If you’re a pastor then you know the tension I am about to describe in a made-up scenario.
Pastor, can you announce the next meeting of the “Faithful Followers” meeting? It’s Tuesday night at 7 at Sister Rita’s house. Everyone needs to bring their favorite dessert.”
Do you announce it or not?
It may depend on several things. The size of your church. The expected size of the event. Frankly, how much pressure you will face if you don’t.
But, it’s often not an easy answer.
While I hope you never cave into pressure to do what you know you shouldn’t — I do realize the pressure. (And, even this post will upset some who won’t or didn’t get their agenda promoted.)
When we were a church plant running over 2,000 people a week I still had people who wanted me to wish someone “Happy Birthday” from stage. And, sometimes the pressure came from one of our most faithful volunteers. I get it.
But, if you want to be effective you can’t promote everything from stage.
If I promote everything I wouldn’t have time to preach, nothing would really be “special”, and pretty soon people wouldn’t listen to much of what I had to say. Plus, if I promote one thing there is automatic precedent and pressure to promote another thing. Over time you’re announcing “Faithful Followers”, “Joyful Journey” and Wednesday’s afternoon coffee club.
Where’s the line?
I think saying the pastor will never promote anything is the wrong answer. I realize the value in a pastor’s “endorsement”.
So, how do you decide what to personally promote?
I am assuming announcements are made by someone else or some other means on Sunday mornings. These are things I’m expected to say.
Here are 3 questions I ask when I discern making announcements I make personally:
What needs my personal promotion most?
This seems like a reasonable question, right? What I’m asking myself is really what is valuable to the largest amount of people and has a chance to be more successful if I say something about it? Just asking this question may or may not eliminate the “Faithful Followers” meeting. It depends on the number of people the meeting impacts within the context of the entire church. If it’s a few, I’m less likely to mention it. If it’s a significant percent — perhaps 25% or more of the church would be interested — I’m more likely to address it personally. (And, the percent is just a number. I use my best judgment here for what seems like a significant impact on the congregation as a whole.) When I talk about a men’s ministry event, for example, I know nearly half of the congregation has the opportunity to attend.
Where do I need to add credibility to a ministry?
When I arrived at the church I’m at now we had a vision to grow our college ministry. It makes sense. We are less than a mile to the center of a university and a junior college. When they had an activity, although it might impact only a small portion of the congregation, when I promoted it I raised the value of college ministry in our church. It reminded people of the importance and showed my “support”. I’ve done the same for our parking ministry which was launched shortly after I arrived. Again, I realize the weight the position brings to something and if it’s something the church needs to value more I’m likely to talk about it.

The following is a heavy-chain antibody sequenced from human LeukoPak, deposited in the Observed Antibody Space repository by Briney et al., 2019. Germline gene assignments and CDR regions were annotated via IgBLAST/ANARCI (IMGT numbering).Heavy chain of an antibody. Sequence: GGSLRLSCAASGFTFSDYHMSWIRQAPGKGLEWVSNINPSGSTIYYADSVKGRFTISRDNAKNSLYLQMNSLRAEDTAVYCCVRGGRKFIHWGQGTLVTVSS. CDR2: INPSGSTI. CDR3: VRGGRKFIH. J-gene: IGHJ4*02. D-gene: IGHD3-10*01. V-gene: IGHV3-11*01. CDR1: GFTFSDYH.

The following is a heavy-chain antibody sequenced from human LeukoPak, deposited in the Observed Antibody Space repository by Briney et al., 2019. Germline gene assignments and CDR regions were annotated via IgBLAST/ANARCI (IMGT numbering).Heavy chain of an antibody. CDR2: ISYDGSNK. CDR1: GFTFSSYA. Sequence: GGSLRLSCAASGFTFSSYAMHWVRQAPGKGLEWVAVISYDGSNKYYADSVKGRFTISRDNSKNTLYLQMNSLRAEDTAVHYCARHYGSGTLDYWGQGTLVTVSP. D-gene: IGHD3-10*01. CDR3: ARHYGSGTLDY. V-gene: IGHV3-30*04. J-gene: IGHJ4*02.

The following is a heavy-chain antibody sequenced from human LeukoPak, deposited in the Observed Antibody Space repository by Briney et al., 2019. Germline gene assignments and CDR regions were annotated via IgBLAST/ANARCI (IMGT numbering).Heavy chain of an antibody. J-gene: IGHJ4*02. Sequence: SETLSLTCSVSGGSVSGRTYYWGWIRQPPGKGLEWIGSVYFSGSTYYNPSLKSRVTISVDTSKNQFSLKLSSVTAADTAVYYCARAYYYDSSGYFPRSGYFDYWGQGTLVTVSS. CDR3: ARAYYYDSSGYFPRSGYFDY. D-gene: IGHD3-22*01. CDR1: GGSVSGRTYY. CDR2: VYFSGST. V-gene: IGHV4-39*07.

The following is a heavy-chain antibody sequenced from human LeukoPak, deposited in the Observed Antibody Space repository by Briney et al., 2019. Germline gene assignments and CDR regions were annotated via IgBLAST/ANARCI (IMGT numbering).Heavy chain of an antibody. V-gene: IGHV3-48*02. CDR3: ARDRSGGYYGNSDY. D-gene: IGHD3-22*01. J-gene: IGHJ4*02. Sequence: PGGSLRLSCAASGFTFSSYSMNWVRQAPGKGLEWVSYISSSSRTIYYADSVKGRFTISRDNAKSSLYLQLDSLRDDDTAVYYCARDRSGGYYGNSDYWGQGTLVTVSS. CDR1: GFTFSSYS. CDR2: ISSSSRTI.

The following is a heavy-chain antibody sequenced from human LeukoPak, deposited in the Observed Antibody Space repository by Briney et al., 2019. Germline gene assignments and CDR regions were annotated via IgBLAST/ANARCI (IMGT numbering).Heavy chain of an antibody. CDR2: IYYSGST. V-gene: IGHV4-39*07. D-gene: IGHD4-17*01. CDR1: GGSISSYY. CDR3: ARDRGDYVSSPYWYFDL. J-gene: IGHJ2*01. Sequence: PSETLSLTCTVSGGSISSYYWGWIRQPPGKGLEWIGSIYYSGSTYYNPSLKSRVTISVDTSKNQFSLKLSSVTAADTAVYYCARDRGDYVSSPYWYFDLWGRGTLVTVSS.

What impacts a large portion of the church and needs more attention to be successful?
We are in a growth mode. Much of this growth is from young adults and young families. Our preschool ministry is being stretched. What a great “problem” to have! I love it. But, we do need more willing servants to fill the growing needs in this area. I am frequently bringing this growth and need to the attention of our congregation. Our preschool director is thankful and apparently the personal word of encouragement makes a difference in recruiting efforts — or so I’m told. If the need can only be met fully with my mention then I know I need to bring it before the church.
Those are some of the ways I discern what to announce. Again, I can’t talk about everything our church does.
To be candid, this doesn’t eliminate the pressure from those who want something announced. It does give me some comfort I’ve at least thought through my answer.
This also doesn’t, however, negate the importance of anything we do. Every ministry is hopefully important to achieving our mission. We have a website, social media, bulletins, a mobile app, slides in the service, and announcements someone else does on Sunday to cover other things. When there is only so much time on a Sunday I have to carefully discern what I personally mention.
In closing, these are considerations for what I personally announce. Because there is only so much information people can retain I think they may be good questions to filter all the Sunday morning announcements allowed in a church service.